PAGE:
Victoria Evans breaks world record for fastest women in Atlantic Ocean

After traveling from Tenerife, Spain, on February 11, the 35-year-old man covered 4,740 kilometers in 40 days and 19 hours before finally reaching land in Barbados.

“It was a lot harder than I expected,” he told CNN Sport. “Not physically, but in terms of conditions.

“I got probably the strongest wind you can get in the Atlantic for a very long time. The flexibility you have to keep going was huge.”

Evans had been preparing for this life journey for four years, but nothing could prepare him for the reality of crossing the ocean.

Even before leaving, the trip was plagued by problems with the Covid-19 epidemic, which forced the challenge to be postponed for a year.

Then came the logistical nightmare of the ship reaching beyond its borders to reach its starting point in Spain, and Evans required additional government support to do so.

As soon as the challenge started, strong winds made paddling and sleeping incredibly difficult, while steering equipment problems sometimes forced Evans to deviate.

For a moment he was even stuck outside his cabin when a wave closed the door from the inside. It took him three hours to see the lock with the blade.

The inevitable bubbles – sometimes there was a twinkle, or with its sound Evans seemed to be blooming in extreme conditions.

“It’s a very unique sport, because you can not go down there, you have to do it. So it was so, so intense, ”said Evans, who was inspired to cross the Atlantic after climbing Mount. Blanc in 2017

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Evans surpassed the record for the fastest single woman crossing the Atlantic Ocean.

“We are so capable of training our brains”

“I think I really enjoy adventure sports, given its psychological elements, how much it makes you learn about yourself, how much you resist yourself, the limits where you can push yourself,” Evans added.

“We are able to train our brains to allow us to achieve more, but often people do not want to put in that work.”

During the trip, Evans lost only 4 kilograms, which he attributes to his physical fitness, his simple but nutritious diet when he was on the road.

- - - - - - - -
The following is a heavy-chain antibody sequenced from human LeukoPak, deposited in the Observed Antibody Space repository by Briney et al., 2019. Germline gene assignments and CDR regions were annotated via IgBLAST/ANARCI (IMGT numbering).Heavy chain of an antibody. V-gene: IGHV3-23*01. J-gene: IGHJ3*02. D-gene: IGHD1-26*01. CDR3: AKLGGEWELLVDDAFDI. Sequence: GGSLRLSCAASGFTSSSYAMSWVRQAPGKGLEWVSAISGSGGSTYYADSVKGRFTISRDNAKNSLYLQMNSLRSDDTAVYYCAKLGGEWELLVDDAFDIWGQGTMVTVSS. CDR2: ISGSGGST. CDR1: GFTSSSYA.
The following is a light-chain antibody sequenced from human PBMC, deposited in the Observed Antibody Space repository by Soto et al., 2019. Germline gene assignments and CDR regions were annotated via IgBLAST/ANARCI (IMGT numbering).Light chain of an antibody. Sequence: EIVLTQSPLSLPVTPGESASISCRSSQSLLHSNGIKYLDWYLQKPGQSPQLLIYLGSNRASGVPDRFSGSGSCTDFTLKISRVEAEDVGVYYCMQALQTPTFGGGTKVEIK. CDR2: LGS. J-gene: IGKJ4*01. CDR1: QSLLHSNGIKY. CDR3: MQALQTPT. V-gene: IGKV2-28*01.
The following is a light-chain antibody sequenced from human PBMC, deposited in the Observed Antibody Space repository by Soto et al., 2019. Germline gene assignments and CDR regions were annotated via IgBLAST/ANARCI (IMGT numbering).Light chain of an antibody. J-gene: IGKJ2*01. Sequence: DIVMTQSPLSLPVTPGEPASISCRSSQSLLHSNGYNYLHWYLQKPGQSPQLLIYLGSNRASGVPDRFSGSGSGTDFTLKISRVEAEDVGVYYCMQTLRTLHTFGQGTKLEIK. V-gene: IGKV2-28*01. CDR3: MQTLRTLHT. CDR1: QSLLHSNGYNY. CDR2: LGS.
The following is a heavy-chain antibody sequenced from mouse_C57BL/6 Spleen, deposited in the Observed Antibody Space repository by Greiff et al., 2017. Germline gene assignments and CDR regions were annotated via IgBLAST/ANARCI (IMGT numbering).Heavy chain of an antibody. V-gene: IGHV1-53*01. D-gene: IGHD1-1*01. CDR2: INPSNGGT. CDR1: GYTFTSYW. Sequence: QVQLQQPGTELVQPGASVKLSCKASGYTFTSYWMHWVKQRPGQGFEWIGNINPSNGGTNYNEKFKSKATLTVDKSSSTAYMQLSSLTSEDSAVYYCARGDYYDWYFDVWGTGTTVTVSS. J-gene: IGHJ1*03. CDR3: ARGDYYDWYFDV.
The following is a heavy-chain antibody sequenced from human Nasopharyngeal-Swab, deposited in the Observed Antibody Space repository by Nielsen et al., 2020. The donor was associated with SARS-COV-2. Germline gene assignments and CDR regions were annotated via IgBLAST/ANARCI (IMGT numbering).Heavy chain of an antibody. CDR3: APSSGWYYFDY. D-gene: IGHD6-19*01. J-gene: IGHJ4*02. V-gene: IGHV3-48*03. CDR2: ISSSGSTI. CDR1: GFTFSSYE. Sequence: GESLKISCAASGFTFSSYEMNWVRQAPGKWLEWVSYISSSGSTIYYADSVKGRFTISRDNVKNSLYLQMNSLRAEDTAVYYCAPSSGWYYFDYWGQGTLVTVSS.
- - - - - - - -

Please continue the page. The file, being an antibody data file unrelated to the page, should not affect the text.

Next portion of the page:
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Music became very important to Evans at the crossroads. After all, no one can hear you singing when you are thousands of miles away from land.

David Bowie, Elton John և Sam Fender’s new album provided hundreds of hours of music playing through the channels, offering unwavering motivation և a small company, while Evans was completely isolated.

Isolation, that is, the nature of the “special” place, which he was honored to see on the way.

Turtles, sharks, and many fish flickered on the mammoth’s trunk. Evans took time to stop rowing when something pulled its head out of the water.

He even saw a super dolphin capsule as he celebrated his 35th birthday.

“It simply came to our notice then. I have never seen anything like it. “There were dolphins everywhere you looked,” he said.

Despite confessing that he does not miss the stress of living in the ocean, Evans knows it was an experience he will never have again, smiling as he recalls the days when he covered the navigation lights, gazing into the night sky, lost. in the stars!

“You will not be there anymore, it is easy to lose it when you are chasing the record, because you are trying to go as fast as possible,” he said.

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Women’s protection in sports

Acknowledging that he was not particularly athletic as a child, Evans says his 15-year-old would never have believed he could set such a record.

Although the challenge was Evans’s personal goal, he completed it to raise awareness and raise money for the British charity Women In Sport, which wants to “give every woman’s girl the opportunity to participate in the sport”.

Evans has already raised more than 24 24,000 ($ 31,526) for charity, and because of his legal work he wants to advocate for more change, he is now back on dry land.

“Women are so capable in sports,” she said. “Mass is improving, but it seems that women are still underestimated.

“I would like the message to be for everyone, but especially for women and girls, to know that they are capable of absolutely everything they can think of.

“And to show sport on a larger scale as an industry that change needs to come, the old-fashioned view is that we need help or smaller measures.”

Before starting work, Evans enjoyed life in Barbados.

Joining his family and friends, he spent his first night on land watching the sunset over the ocean he had just conquered.

But make no mistake, he has no plans to return to the boat any time soon.

“I have never felt that I was in immediate, serious danger, but I was well aware that one change could put me in a life-threatening situation,” he said.

“I’m not going to let go of its stress.”

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